9. Hi I am thinking how your Grandad (my uncle my favourite one ) would have given your lovely little pooch instructions something like Lie Doon ... LOvely Geordie accent for lie down!!!!

    Do you ever find yourself lapsing into your native tongue.

    I take on the voice all I talk too.

    Folk must think I am crackers.
    Best of luck with the training. XXX

  10. oops - sorry for all the useless advice yesterday!! x

  11. No advice on dogs at all from me. Just giggling at the thought of having linguistic discussions in front of one.

  12. Nic - Advice with practical directions is one thing, advice with no back-up is quite another. You can stay.

    EG - I remember grandad saying "Gedoon" when we climbed around, in a very deep voice that we somehow knew wasn't "for real". He also used to annoy Vron by telling us to "Put your hand in the fire pet". His little joke. It's no wonder we are like we are. Apparently when I talk to the dog I do it with a Geordie inflection and lots of "bonnie girl"s.

    Iota and Kelly - I do think it must be up to the individual dog. I had a really intelligent yet stupid dog growing up. You could tell her to give you a paw in any language, as long as the inflection was the same. This one though, just bites my hand.

  13. Our dog is bilingual as well---American and English. When my husband says ball it sounds like bull. Imagine how confused our dog is when he chases the bull, retrieves it and is asked to drop it at my husband's feet. And he's juat a little dog, a border terrier, chasing a bull.

  14. I had a dog that understood french & english! I trained Molly using the Dog Whisperer's methods. Basically give her a treat after she follows a command & then alternate it with a "good girl pat" before she gets obese!For biting hold their mouth closed & tell them "no bite" in a strict voice. If she is a puppy let her mouth your hand but if she hurts do the " no bite thing" & then let her mouth it again & if she does not hurt tell her she is a good girl & give her a treat. Good luck! I spent last year doing this & now Molly is a trooper!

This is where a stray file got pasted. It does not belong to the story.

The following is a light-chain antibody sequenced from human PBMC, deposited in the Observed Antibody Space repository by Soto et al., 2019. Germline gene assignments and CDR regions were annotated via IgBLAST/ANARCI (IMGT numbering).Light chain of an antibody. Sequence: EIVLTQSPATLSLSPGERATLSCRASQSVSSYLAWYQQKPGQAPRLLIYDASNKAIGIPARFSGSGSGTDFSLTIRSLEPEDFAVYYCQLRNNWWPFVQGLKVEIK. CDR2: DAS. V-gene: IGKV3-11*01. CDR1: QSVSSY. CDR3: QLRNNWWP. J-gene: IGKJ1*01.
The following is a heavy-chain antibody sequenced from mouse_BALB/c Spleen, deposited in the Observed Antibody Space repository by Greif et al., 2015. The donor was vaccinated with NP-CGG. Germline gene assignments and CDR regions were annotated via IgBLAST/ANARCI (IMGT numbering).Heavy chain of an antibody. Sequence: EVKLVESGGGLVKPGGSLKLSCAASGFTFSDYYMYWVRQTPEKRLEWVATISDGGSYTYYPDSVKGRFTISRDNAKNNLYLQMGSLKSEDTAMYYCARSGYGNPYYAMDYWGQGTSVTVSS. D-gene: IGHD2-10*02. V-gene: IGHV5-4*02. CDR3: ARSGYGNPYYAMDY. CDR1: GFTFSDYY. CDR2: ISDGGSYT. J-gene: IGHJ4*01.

15. I taught our dog sign language commands as there was already too much shouting in English and American when we got her. Dogs aren't dumb, that's for sure.
    I like your new page front x

  16. I can't offer you any advice I"m afraid - haven't got a clue about dogs - very impressed with your efforts Lx

  17. Try Victoria Stilwell's website and blog - they may be helpful, she seems to have some excellent results with dogs (she also did the "its me or the dog" tv series").

  18. That is hilarious.

    Me, I'm just mortified that my neighbours now seem to understand what my son is saying better than I do.....

  19. Now that's a problem I never would have considered - trying to train a dog when there are different accents in the house. lol! Toni, your experience with this dog might be a good subject for your next book.

  20. I think it's all in the tone of the voice rather than the accent, and probably the English 'paw'said briskly sounds deeper and more authoritative than the more American,gentle sound of 'pah', so I would stick to the English for results! Probably complete twaddle, but well meant from another doggy owner!(mind you, mine have always been badly behaved!!!)